Meningococcal Meningitis Booster Vaccination
They’ll Always Be Your Babies.
Make Sure Your Teen Gets a Second Shot to Help Prevent Meningitis.1
Of the 800 to 1200 people who get meningococcal disease in the US each year, 10% to 15% will die.7,9-11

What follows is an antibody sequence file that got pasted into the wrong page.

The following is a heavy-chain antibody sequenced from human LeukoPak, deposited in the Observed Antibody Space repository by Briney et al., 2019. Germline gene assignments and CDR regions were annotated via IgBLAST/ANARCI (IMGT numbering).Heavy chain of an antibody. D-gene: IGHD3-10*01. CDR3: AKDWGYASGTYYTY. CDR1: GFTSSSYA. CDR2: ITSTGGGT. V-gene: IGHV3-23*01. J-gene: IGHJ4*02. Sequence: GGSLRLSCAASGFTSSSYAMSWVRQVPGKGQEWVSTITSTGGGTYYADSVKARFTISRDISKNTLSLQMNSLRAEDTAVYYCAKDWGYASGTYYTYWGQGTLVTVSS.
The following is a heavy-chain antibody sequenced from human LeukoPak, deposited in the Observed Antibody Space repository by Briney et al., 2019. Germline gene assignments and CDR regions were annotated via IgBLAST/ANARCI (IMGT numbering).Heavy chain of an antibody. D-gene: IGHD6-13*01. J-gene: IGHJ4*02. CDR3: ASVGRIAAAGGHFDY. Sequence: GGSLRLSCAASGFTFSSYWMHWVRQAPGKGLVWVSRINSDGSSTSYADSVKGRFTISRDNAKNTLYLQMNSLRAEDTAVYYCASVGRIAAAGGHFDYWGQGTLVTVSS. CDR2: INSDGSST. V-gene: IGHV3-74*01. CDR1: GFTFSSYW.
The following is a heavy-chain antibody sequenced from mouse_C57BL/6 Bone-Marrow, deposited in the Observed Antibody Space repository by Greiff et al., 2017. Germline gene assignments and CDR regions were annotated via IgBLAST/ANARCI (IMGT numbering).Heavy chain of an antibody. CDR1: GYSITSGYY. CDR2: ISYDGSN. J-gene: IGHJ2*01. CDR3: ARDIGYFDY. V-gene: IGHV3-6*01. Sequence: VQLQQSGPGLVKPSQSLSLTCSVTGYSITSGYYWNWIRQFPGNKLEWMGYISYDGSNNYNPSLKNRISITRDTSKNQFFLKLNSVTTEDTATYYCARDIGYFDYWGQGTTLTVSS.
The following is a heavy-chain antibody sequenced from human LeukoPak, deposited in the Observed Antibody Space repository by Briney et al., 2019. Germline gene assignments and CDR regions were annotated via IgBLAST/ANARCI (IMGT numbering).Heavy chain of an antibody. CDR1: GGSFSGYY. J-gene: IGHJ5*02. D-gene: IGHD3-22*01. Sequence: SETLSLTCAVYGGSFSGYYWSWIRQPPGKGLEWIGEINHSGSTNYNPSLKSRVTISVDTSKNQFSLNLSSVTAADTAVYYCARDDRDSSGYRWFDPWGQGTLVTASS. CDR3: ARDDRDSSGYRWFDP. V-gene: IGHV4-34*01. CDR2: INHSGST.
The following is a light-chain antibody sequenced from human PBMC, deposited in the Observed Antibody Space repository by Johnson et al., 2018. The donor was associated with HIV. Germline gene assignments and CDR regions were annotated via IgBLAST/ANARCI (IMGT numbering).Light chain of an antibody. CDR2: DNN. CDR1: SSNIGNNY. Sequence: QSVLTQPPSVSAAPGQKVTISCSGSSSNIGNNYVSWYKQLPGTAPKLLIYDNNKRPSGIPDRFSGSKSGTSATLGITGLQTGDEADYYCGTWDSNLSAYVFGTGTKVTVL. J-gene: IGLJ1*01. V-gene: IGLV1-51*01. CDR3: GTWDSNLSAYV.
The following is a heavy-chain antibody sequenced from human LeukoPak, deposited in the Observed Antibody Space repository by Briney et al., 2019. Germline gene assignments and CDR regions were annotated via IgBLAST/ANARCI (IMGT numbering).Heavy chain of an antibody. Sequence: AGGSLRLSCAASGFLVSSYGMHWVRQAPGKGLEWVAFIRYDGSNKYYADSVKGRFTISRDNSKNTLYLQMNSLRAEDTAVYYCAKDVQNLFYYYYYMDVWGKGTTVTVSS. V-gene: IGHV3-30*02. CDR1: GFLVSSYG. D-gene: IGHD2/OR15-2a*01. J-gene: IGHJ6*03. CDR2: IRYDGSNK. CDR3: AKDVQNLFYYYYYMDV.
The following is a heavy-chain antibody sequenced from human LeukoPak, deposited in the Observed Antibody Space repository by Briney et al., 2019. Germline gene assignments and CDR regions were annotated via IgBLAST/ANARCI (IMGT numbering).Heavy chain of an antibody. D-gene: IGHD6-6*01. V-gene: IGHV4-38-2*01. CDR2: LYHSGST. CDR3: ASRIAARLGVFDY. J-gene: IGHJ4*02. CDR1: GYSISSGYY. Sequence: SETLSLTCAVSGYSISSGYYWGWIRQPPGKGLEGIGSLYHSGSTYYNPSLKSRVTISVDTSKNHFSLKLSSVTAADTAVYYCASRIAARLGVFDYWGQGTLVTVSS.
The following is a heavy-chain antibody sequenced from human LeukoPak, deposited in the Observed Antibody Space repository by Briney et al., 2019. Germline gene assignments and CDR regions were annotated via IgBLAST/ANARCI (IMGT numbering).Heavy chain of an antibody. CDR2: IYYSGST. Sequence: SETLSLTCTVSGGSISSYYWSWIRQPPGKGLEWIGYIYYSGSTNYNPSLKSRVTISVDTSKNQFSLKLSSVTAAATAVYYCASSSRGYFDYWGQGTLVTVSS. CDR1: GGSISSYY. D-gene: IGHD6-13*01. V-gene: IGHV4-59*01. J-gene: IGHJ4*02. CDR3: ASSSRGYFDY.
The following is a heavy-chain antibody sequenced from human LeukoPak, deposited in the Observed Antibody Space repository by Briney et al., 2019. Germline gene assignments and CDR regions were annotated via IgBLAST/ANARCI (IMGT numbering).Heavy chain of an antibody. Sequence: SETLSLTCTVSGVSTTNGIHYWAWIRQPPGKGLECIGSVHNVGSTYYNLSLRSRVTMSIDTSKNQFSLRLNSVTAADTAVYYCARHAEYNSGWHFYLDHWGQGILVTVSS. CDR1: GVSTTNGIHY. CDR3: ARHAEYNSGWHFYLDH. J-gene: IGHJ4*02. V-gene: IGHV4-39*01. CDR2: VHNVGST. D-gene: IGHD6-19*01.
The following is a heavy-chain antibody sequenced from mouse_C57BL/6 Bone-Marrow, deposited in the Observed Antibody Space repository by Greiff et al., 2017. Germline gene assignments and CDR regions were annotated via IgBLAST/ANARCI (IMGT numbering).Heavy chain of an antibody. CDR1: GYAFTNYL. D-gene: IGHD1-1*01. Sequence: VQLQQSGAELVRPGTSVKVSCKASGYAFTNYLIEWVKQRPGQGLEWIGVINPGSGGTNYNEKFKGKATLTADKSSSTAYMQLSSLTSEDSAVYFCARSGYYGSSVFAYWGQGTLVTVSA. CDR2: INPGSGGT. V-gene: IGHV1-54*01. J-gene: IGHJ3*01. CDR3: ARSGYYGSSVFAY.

Millions of teens are potentially under-protected.12-14 That’s why the Centers for Disease Control and Prevention (CDC) recommends a meningitis booster shot at ages 16 to 18 years.1 Teenagers and young adults are at greater risk of getting meningococcal disease (meningitis) as their immunity from the initial vaccination wanes.12 Even if your teen already received a meningitis shot at age 11 and 12 years, he or she still needs a second vaccination as early as 16 years of age.1